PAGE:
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Without divulging his next move, Roberson calls for Republican unity heading into 2018

Jackie Valley
Jackie Valley
Legislature
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State Senate Minority Leader Michael Roberson has remained mum about his political aspirations since the session ended, but on Tuesday the lawmaker said he has ruled out two possibilities.

As the featured speaker at a Nevada Republican Men’s Club event, Roberson fielded a question about whether he plans to run for lieutenant governor — his widely speculated next career move. He largely dodged the question, opting to keep his intentions quiet for now.

“I’m not running for Congress, and I’m not running for re-election,” Roberson said. “If I do run for another office, that announcement will be on another day.”

Roberson spent the bulk of his address recapping the legislative session, which ended in June, and slamming what he termed the “radical” political agenda of Democrats who control both houses. He lamented Democratic-backed bills that would have put a tax on plastic bags, increased the minimum wage, forced small businesses to provide paid sick leave, given felons more rights and banned fracking in the state, among others.

And then he offered a call to action to his fellow Republicans assembled in the restaurant at Bali Hai Golf Club:

“I hope the laundry list of real policy proposals the Democrats put forth this last session makes it very clear to everyone in this room how important it is that we put our intraparty squabbles aside and focus on beating the real opponent,” said Roberson, who lost in a GOP primary for Congress last cycle. “If they have a Democratic governor in 2019 and if they still control both chambers of the Legislature in 2019, all of that stuff I just mentioned will become law.”

Roberson said he’s crafting a plan to restore a Republican majority to the state Senate. He declined to offer details but did reference the budding gubernatorial race.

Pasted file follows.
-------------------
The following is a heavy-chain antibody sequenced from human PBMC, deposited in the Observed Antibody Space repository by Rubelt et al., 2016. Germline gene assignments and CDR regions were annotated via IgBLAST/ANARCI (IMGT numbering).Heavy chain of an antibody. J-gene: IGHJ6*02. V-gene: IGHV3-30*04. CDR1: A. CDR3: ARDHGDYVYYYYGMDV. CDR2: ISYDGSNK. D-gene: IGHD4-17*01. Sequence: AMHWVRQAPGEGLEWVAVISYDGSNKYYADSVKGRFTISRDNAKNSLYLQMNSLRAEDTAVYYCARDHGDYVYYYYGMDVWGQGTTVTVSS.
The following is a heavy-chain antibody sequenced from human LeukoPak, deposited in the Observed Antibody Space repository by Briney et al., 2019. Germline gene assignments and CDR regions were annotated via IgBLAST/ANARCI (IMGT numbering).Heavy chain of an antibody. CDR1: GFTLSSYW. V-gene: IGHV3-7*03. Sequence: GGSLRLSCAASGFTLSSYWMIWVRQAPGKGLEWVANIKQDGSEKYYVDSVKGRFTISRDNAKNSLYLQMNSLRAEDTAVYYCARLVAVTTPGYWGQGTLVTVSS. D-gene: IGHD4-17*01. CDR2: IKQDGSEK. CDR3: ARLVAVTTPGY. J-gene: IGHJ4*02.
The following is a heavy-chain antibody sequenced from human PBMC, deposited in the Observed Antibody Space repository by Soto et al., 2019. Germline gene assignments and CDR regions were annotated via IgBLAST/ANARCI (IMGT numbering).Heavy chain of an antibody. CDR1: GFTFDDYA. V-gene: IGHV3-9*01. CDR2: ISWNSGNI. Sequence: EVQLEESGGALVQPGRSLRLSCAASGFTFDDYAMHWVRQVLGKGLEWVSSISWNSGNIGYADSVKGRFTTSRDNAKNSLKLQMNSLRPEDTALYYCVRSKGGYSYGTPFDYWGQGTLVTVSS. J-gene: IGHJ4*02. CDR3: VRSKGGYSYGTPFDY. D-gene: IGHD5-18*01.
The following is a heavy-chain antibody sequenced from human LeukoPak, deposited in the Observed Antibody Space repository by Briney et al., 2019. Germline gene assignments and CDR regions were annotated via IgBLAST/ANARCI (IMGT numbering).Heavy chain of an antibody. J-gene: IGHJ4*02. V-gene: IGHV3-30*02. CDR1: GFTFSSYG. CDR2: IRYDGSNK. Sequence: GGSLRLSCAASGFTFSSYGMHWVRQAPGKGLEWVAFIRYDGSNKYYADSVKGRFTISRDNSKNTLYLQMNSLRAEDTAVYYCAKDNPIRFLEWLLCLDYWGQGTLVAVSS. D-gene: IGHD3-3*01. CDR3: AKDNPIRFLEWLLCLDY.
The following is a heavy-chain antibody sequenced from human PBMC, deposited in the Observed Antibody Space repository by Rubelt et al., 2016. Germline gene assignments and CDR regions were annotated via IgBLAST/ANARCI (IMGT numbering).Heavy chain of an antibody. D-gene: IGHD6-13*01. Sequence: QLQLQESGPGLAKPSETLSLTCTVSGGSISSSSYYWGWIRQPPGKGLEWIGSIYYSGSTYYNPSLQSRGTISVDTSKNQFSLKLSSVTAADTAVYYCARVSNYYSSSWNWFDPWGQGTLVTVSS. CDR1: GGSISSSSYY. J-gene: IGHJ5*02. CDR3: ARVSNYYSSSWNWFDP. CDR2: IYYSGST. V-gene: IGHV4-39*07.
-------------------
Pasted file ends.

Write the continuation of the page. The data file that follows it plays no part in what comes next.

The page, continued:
“I know there’s been no announcement yet, but I’m just going to say right now: Everyone in this room should be calling Adam Laxalt and encouraging him to run for governor,” he said.

Laxalt, the state’s attorney general, is expected to jump into the race to replace Gov. Brian Sandoval, whose second terms ends in 2018. Roberson and Laxalt were allied during the last session, with the minority leader defending the attorney general after revelations he had been secretly recorded by Gaming Control Board Chairman A.G. Burnett.

Roberson also touched on two hot-button issues — Education Savings Accounts and sanctuary cities — during his luncheon remarks.

The senator acknowledged that Republicans’ inability to secure funding for ESAs, a voucher-like program that would give families money to put toward certain educational expenses, was a “disappointment.” Funding for the controversial program died in an endgame compromise that funneled $20 million to the tax credit-funded Opportunity Scholarship program and greenlighted a 10 percent excise tax on recreational marijuana.

“The fight is not over,” Roberson said, referring to ESA funding. “All we need are the votes. We need a Republican governor, and we need more Republicans in the Legislature. The law is still on the books.”

Meanwhile, Roberson said he is moving forward with plans for a ballot initiative that would amend the state constitution to ban sanctuary cities in Nevada. He’s chairing Prevent Sanctuary Cities, the political action committee steering the effort.

Roberson said he hopes the PAC can start gathering signatures by Labor Day. If enough signatures are collected, a ballot question would appear in the 2018 and 2020 elections.

“Basically, it would just require local governments to comply with existing law,” he said.

 

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